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Road of Defiance - ASHARQ AL-AWSAT English Archive
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In its first reaction to Iran’s announcement that it had succeeded in enriching uranium, the White House declared that Iran has chosen the “road of defiance.” Iran, indeed, has defied all scientific and technological restrictions to acquire nuclear energy, a prerequisite of modern development. According to European and American estimates, Iran will need a minimum of ten years, should it decide to build a nuclear bomb. The Western official statements, however, talk about 3 to 15 months.

The Iranian nuclear development comes after the Indian, Korean and Chinese. The commotion it induced in the West, however, is far much greater. Is it because Iran is a Muslim country? Were Iraqi top class scientist eliminated under American occupation to prevent another Muslim country from having a similar potential? A telling indicator could be the Western ban on Muslims studying advanced sciences and technologies. Let alone the Western scientific and technological import restrictions to Muslim and Arab countries.

Neither is Iran today, nor was Iraq before, posing threat to American national security. What both countries have demanded was liberating Al-Aqsa and calling for a sovereign Palestinian state. The United States, captive of the Israeli lobby, has been viewing both countries from an Israeli perspective. If the American stance were ever to get purified of Israeli influence, the United States might see Iran, Iraq, Syria, Sudan, Lebanon, Palestine, Saudi Arabia and Yemen in different light. The United States could then have less worries of Iran acquiring nuclear technology.

Being prisoner of Israeli interests, American concerns are quite understandable. However, one can only wonder about what worries other states. Israel already has hundreds of nuclear warheads. It daily kills Palestinian civilians, destroys Palestinian houses, displaces Palestinian families, and occupies more Palestinian lands. Yet, many Muslim countries are expressing grave concern over Iran and Pakistan’s nuclear development. The West, in contrast, who considers Israel a Western country, not only turns a blind eye on Israel’s nuclear arsenal, but has provided the necessary finance, technology and expertise. The United Kingdom for one provided heavy water through Norway, France and the United States provided nuclear reactors, and Germany submarines equipped for carrying nuclear weapons. This is of course not to mention the necessary international cover for the Israeli nuclear program.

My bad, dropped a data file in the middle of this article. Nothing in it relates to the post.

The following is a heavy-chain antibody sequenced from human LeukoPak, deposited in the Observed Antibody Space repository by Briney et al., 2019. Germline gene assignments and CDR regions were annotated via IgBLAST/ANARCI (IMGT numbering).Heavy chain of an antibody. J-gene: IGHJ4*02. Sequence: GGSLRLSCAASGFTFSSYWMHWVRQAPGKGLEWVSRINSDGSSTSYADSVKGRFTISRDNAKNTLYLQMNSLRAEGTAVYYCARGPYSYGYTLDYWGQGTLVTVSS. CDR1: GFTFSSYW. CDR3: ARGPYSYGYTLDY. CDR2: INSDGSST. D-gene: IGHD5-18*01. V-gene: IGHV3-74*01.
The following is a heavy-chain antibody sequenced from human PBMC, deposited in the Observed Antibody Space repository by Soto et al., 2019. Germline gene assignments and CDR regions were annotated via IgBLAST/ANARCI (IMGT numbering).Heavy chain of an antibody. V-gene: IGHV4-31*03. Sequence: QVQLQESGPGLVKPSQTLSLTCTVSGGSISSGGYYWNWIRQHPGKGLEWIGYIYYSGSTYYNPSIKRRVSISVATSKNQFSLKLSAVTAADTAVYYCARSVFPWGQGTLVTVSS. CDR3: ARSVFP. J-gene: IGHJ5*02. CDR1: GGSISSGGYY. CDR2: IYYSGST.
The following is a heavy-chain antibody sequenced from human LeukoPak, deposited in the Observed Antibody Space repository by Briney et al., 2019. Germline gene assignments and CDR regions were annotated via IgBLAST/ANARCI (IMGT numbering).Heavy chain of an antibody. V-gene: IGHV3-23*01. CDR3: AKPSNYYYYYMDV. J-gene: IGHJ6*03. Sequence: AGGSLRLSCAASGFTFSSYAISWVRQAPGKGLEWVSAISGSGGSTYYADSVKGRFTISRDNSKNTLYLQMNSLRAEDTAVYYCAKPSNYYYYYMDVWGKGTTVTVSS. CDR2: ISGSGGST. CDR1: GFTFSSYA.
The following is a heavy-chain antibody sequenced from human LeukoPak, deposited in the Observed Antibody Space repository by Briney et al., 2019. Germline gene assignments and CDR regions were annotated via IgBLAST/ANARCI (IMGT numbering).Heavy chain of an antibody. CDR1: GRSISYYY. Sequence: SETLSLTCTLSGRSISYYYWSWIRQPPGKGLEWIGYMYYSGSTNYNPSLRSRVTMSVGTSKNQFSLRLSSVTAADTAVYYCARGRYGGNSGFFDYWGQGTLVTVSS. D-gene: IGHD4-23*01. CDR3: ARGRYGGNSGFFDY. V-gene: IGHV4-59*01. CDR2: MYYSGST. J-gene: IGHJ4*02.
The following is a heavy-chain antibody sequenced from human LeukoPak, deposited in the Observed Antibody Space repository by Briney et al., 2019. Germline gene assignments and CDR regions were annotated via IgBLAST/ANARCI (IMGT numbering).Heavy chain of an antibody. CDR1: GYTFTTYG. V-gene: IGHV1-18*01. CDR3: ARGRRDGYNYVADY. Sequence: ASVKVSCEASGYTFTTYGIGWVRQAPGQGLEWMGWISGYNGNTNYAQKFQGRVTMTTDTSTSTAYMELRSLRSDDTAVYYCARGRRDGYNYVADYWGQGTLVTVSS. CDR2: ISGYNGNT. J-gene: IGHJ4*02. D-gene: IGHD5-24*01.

Muslims around the world today should set aside their ideological differences and align in one front, as did the Western countries in their unity against Islam in all its forms. Otherwise, their stands will never have an influence on international politics. It is rather hard to imagine that the United States will be able, any time soon, to free its political processes, legislature and media of Israeli influence. It is a far-fetched dream to have it stop fighting Israeli battles against Arabs and Muslims.

Muslims around the world should acknowledge their common interests and unify their political stands on an international level. They should support and trust one another, instead of falling prey to suspicions echoing Western policies and political interests. Should Muslim countries abide by true Shariaa, they will be able to find uniformity in their interests. Muslims and Arabs are lagging behind Western technological and scientific advancement. This is one major reason why the West treats them and their sanctities with disrespect. This is why it is easy for the West to ban them from acquiring advanced technology under the pretext of fighting terrorism. Iranian “road of defiance,” to use White House terminology, should be an inspiration to all Muslims and Arabs, if they were to shed off their disunity.

Dr. Bouthaina Shaaban

Dr. Bouthaina Shaaban

Prof. Bouthaina Shaaban is political and media advisor to the Syrian presidency, and the former minister of Expatriates. She is also a writer, and has been a professor at Damascus University since 1985. She received her PhD in English Literature from Warwick University, London. She was the spokesperson for Syria. She was nominated for Nobel Peace Prize in 2005.

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